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Posts Tagged ‘All Saints Day’

Black and whiteHalloween, a night of ghosts and goblins, trick or treat, and harvest decorations. Is it religious or secular? Where did it actually originate?

Why do we celebrate it?

Let’s take a look at history.

Halloween is considered by many to be a secular holiday rather than a religious one. According to some, Halloween harkens back to the Celtic festival of Samhain. Samhain was an ancient Celtic and Druidic celebration of the New Year, which began on November 1. It was in part a harvest festival. They believed that during the night between the new and old year, the boundaries between the worlds of the living and of the dead blurred or weakened allowing the dead to return and cause trouble. It was also a time when the priests could more accurately foretell the future. http://www.history.com/topics/halloween

To commemorate this time, they built huge bonfires, which were considered sacred, and burned sacrifices of crops and animals to their gods. It also kept evil spirits away.

Later, after Rome had conquered the British Isles, they brought with them two ideas—Feralia, or a day commemorating the dead, and a day in honor of Pomona, the goddess of fruits and trees. Her symbol was the apple, which some say is the origin of our “bobbing for apples”. http://www.albany.edu/~dp1252/isp523/halloween.html

When Christianity came to Ireland and Britain, it brought the observance of All Souls Day. This was a day to celebrate the martyrdom of all saints, known and unknown. Originally celebrated in the spring, around Easter, it was moved to November 1 by Pope Gregory III (731-741).  The day was called All Saints Day and  was ordered to be celebrated by Pope Gregory IV. Moving the Catholic celebration of All Saints Day to November 1 replaced the pagan harvest festival with a catholic observance.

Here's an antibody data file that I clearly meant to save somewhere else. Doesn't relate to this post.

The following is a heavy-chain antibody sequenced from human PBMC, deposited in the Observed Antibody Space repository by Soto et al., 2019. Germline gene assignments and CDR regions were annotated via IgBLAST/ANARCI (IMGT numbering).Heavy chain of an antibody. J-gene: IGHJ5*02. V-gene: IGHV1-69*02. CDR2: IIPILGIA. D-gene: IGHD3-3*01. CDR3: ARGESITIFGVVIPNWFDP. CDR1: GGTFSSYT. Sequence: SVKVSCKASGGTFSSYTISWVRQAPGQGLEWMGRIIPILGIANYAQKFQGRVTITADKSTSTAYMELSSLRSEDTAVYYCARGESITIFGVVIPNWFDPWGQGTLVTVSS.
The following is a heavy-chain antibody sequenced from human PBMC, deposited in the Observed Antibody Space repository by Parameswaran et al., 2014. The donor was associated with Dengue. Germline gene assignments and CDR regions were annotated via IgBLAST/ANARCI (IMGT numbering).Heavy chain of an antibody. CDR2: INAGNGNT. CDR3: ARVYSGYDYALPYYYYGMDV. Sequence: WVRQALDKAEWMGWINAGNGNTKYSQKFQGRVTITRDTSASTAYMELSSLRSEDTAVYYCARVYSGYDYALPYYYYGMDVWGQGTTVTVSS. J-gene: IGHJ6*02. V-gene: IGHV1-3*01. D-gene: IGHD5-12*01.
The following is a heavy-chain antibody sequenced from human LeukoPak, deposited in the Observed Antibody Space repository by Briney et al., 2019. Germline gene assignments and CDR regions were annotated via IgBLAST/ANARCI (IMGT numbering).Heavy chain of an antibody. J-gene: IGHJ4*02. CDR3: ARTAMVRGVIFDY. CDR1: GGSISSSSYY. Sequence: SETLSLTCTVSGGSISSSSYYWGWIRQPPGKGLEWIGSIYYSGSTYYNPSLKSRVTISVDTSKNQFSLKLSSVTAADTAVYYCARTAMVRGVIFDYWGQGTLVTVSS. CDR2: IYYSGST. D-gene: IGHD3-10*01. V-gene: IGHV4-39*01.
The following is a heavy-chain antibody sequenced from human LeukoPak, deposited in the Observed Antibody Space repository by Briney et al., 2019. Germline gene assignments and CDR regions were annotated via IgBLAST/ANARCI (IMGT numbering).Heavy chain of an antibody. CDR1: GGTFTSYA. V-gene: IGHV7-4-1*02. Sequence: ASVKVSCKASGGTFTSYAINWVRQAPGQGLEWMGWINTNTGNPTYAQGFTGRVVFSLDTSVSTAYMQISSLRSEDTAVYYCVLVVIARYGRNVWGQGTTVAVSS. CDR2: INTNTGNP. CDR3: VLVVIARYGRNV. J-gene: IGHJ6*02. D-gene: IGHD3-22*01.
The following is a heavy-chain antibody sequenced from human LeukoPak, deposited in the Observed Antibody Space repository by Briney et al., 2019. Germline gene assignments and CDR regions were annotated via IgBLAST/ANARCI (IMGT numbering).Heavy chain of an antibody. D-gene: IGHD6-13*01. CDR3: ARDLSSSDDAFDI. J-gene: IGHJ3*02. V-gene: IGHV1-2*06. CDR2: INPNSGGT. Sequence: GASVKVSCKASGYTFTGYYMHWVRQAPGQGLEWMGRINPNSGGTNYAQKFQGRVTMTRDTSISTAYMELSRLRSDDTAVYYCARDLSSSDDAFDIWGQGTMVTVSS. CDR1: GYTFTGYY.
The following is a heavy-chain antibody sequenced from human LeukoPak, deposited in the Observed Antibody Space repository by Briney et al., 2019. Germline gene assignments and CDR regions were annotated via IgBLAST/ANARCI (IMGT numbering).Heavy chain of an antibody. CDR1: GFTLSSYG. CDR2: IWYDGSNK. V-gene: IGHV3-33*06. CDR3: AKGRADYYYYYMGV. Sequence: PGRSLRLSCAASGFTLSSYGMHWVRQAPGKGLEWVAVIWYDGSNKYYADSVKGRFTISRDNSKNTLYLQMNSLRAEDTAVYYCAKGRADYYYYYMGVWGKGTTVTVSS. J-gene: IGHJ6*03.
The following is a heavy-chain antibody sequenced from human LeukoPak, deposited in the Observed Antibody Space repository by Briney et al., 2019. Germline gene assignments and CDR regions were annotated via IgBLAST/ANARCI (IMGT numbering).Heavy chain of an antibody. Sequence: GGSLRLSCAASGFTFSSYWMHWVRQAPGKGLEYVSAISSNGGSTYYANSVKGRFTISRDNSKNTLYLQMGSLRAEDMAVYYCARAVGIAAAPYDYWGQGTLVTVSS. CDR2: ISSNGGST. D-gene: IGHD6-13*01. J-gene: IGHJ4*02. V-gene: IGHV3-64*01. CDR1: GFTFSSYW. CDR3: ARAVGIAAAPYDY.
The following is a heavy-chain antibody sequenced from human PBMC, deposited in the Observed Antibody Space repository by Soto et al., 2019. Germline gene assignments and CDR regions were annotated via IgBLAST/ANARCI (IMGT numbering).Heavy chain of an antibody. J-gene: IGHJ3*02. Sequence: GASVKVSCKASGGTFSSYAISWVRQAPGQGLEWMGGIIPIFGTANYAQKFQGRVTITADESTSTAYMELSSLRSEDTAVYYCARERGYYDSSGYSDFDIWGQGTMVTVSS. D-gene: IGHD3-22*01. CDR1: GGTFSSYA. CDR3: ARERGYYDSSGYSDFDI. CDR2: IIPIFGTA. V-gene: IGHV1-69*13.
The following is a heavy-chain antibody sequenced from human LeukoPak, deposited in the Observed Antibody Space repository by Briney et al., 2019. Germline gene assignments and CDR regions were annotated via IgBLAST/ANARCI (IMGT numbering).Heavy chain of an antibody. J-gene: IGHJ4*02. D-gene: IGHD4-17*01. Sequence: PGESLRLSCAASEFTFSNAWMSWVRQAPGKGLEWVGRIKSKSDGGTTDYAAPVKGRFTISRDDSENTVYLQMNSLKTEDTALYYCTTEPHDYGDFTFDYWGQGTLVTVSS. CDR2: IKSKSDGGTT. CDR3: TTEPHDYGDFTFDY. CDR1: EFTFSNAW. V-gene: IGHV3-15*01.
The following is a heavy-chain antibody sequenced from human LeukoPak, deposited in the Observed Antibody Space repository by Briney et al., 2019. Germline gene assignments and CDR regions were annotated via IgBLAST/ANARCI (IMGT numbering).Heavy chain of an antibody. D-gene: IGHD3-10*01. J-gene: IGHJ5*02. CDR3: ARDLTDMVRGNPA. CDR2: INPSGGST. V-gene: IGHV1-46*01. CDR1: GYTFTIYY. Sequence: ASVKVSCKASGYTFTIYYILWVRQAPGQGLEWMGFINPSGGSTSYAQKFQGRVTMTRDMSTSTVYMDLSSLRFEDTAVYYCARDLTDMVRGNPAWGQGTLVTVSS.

The vigil, or eve, of All Saints Day is the evening before, on the evening of October 31. It is commonly known as All Hallow’s Eve, or Halloween. All Saints Day honors all the martyrs and has been extended to include all saints in heaven. It is celebrated by the Catholic church by going to mass  and asking  for their prayers on behalf of those still on earth. http://catholicism.about.com/od/holydaysandholidays/p/All_Saints_Day.htm

The next day, November 2 is All Souls Day and is a time to pray for those souls still in purgatory. Families tend graves on this day and some cook special dinners in observance of the Feast of All Souls. http://www.catholicculture.org/culture/liturgicalyear/overviews/months/10_2.cfm

Where did our traditions come from? Trick or treating may have come over from Britain from the practice of souling. In souling, people would go door to door offering to say prayers for the dead in exchange for treats—usually soul cakes baked for the occasion.

http://urbanlegends.about.com/od/halloween/a/History-Of-Halloween.htm

Bobbing for apples may also have come from a divination game played in Britain. Apples were placed in a tub of water and the participants tried to catch one in their mouth. Once caught, the apple was carefully peeled and the peel was used to find the initial of one’s true love. http://urbanlegends.about.com/od/halloween/a/Bobbing-For-Apples-On-Halloween.htm

Should Christians celebrate Halloween? That depends on who you ask. Many fundamental churches feel the pagan roots of the celebration make it a celebration of evil or demonic things. The Catholic church believes their celebration predates the Celtic practices and that All Saints Day is important enough to be considered a Holy Day of Observation. Of course observing the day by going to mass is quite different from going out trick or treating.

http://catholicism.about.com/od/holydaysandholidays/f/All_Saints_Holy.htm

So, is Halloween a remnant of a pagan harvest festival? An ancient Druidic celebration on a night when the veil between the worlds is weakened and the dead return?

Or is it a day to go to mass and remember the saints and those departed?

Evil or Christian?

You decide.

 

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